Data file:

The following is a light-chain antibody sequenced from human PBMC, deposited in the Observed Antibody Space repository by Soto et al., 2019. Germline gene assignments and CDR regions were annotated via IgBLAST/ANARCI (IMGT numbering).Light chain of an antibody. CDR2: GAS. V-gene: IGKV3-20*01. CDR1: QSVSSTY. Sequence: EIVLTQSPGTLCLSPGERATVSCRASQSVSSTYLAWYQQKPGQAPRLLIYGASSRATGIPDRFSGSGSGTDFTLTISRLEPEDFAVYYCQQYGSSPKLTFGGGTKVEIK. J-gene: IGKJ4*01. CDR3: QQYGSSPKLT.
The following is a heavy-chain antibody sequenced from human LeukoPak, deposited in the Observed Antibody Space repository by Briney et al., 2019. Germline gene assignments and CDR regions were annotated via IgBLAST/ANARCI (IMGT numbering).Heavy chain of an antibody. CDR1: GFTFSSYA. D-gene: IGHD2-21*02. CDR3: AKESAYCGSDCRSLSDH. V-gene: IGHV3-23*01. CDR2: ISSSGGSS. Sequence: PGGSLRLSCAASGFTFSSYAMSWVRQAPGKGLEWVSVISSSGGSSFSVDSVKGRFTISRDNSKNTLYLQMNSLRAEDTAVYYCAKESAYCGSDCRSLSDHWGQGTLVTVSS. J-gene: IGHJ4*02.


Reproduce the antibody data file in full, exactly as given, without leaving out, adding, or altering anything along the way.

The following is a light-chain antibody sequenced from human PBMC, deposited in the Observed Antibody Space repository by Soto et al., 2019. Germline gene assignments and CDR regions were annotated via IgBLAST/ANARCI (IMGT numbering).Light chain of an antibody. CDR2: GAS. V-gene: IGKV3-20*01. CDR1: QSVSSTY. Sequence: EIVLTQSPGTLCLSPGERATVSCRASQSVSSTYLAWYQQKPGQAPRLLIYGASSRATGIPDRFSGSGSGTDFTLTISRLEPEDFAVYYCQQYGSSPKLTFGGGTKVEIK. J-gene: IGKJ4*01. CDR3: QQYGSSPKLT.
The following is a heavy-chain antibody sequenced from human LeukoPak, deposited in the Observed Antibody Space repository by Briney et al., 2019. Germline gene assignments and CDR regions were annotated via IgBLAST/ANARCI (IMGT numbering).Heavy chain of an antibody. CDR1: GFTFSSYA. D-gene: IGHD2-21*02. CDR3: AKESAYCGSDCRSLSDH. V-gene: IGHV3-23*01. CDR2: ISSSGGSS. Sequence: PGGSLRLSCAASGFTFSSYAMSWVRQAPGKGLEWVSVISSSGGSSFSVDSVKGRFTISRDNSKNTLYLQMNSLRAEDTAVYYCAKESAYCGSDCRSLSDHWGQGTLVTVSS. J-gene: IGHJ4*02.